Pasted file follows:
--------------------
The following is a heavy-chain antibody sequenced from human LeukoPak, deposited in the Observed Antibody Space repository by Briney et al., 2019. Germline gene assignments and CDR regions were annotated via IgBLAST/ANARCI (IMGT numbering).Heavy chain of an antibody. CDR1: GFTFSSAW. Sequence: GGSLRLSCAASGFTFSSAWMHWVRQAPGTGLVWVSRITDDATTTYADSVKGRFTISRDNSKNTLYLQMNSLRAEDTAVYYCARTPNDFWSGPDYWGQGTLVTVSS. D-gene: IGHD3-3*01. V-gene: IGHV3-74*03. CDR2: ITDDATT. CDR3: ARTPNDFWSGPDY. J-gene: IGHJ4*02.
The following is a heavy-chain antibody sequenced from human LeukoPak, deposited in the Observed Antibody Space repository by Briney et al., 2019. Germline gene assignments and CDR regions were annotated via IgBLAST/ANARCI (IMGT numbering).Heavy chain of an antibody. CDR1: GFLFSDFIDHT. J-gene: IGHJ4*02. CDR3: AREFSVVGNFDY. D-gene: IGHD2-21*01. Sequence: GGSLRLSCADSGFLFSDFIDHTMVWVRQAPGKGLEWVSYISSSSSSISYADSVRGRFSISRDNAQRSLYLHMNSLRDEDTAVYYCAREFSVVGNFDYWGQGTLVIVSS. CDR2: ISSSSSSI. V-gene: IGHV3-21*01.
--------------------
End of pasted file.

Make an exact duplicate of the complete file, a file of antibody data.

The following is a heavy-chain antibody sequenced from human LeukoPak, deposited in the Observed Antibody Space repository by Briney et al., 2019. Germline gene assignments and CDR regions were annotated via IgBLAST/ANARCI (IMGT numbering).Heavy chain of an antibody. CDR1: GFTFSSAW. Sequence: GGSLRLSCAASGFTFSSAWMHWVRQAPGTGLVWVSRITDDATTTYADSVKGRFTISRDNSKNTLYLQMNSLRAEDTAVYYCARTPNDFWSGPDYWGQGTLVTVSS. D-gene: IGHD3-3*01. V-gene: IGHV3-74*03. CDR2: ITDDATT. CDR3: ARTPNDFWSGPDY. J-gene: IGHJ4*02.
The following is a heavy-chain antibody sequenced from human LeukoPak, deposited in the Observed Antibody Space repository by Briney et al., 2019. Germline gene assignments and CDR regions were annotated via IgBLAST/ANARCI (IMGT numbering).Heavy chain of an antibody. CDR1: GFLFSDFIDHT. J-gene: IGHJ4*02. CDR3: AREFSVVGNFDY. D-gene: IGHD2-21*01. Sequence: GGSLRLSCADSGFLFSDFIDHTMVWVRQAPGKGLEWVSYISSSSSSISYADSVRGRFSISRDNAQRSLYLHMNSLRDEDTAVYYCAREFSVVGNFDYWGQGTLVIVSS. CDR2: ISSSSSSI. V-gene: IGHV3-21*01.